Board member Bill Mulligan shares the story behind his involvement with Transplant House of Cleveland

My connection with Transplant House and my decision to join its board of directors was the direct result of seeing firsthand the challenges – emotional, financial, and otherwise – patients and families face with the unknowns of an organ transplant.  Many of us have personal connections to transplant patients, and my story involves a woman by the name of Diana.  She left her home in Miami with her family and arrived in Cleveland hoping to receive a liver transplant at the Cleveland Clinic.  Diana came to Cleveland without knowing anyone, unsure how to find housing, and uncertain as to how long she and her family could remain in Cleveland due to the expense of temporary housing in a new city.  

I met Diana and her family several months after they had arrived in Cleveland, at a time when they were facing the decision of returning home without a transplant because they were unable to afford the expense of staying here much longer.  My wife and I invited the family to stay at our house, and six months later a liver finally became available and Diana had her successful transplant operation.  While this story has a happy ending, as Diana is now home with her family and living a full life, other stories do not end as well.  It is in those less-fortunate stories where Transplant House can make a difference.  Transplant House is a place where transplant patients and their families can access affordable housing for their unpredictable extended stays while waiting for an organ. As was true in Diana’s situation, an ability to stay in Cleveland regardless of finances can be the difference between life and death. The Transplant House provides more than just affordable housing; it’s a place where patients and their families can find the emotional support needed to cope with the uncertainties and questions that surface when facing a life-changing surgery in an unfamiliar city.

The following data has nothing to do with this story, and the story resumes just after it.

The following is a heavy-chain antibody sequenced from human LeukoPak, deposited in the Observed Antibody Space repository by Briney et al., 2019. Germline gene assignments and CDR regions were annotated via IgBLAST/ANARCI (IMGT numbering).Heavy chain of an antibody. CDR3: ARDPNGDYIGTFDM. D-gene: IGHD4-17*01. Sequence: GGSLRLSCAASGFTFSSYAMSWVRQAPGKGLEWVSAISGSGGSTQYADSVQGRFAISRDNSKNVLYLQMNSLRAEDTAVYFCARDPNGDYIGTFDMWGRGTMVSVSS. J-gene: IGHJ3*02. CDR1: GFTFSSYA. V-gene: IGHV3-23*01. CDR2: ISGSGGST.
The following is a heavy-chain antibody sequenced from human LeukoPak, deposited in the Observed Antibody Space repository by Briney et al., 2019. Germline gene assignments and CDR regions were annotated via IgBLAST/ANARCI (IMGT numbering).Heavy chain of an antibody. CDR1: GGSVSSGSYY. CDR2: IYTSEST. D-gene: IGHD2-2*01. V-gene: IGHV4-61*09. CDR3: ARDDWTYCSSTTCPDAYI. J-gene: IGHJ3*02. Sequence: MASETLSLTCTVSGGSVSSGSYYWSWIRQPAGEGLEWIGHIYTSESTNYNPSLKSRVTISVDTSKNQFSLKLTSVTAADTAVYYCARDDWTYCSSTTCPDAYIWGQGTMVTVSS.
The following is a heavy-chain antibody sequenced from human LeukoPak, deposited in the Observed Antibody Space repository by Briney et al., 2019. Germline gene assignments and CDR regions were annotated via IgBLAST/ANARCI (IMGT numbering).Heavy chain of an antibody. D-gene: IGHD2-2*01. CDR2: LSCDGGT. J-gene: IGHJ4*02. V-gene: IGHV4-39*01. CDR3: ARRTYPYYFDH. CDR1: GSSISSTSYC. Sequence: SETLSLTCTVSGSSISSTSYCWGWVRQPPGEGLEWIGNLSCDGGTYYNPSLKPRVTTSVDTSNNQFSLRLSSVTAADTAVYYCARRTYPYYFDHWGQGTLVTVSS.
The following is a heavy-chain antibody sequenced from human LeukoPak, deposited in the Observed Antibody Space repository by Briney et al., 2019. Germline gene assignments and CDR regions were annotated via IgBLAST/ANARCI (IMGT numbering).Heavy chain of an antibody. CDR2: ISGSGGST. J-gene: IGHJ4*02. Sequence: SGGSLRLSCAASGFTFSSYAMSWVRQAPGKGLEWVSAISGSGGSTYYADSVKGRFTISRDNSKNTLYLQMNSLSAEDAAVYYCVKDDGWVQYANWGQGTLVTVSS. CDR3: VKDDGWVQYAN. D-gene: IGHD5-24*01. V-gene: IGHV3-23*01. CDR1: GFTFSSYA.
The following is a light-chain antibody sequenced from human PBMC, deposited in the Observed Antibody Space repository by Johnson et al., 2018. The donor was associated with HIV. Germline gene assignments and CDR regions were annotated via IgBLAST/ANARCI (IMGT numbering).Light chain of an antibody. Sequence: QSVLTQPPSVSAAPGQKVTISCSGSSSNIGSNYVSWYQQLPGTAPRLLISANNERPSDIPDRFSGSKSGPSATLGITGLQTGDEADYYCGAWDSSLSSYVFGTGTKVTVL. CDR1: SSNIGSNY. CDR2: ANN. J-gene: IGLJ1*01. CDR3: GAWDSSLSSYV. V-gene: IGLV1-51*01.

I’ve seen firsthand the value of Transplant House and how it can impact the lives of transplant patients and their families.  It has become an important cause for me, which is why I’ve joined the board and made a financial commitment to support the facility that is now open in University Circle.  I invite you to learn more about Transplant House, and ask that you join me and make a contribution in support of its work.

– A message from board member Bill Mulligan

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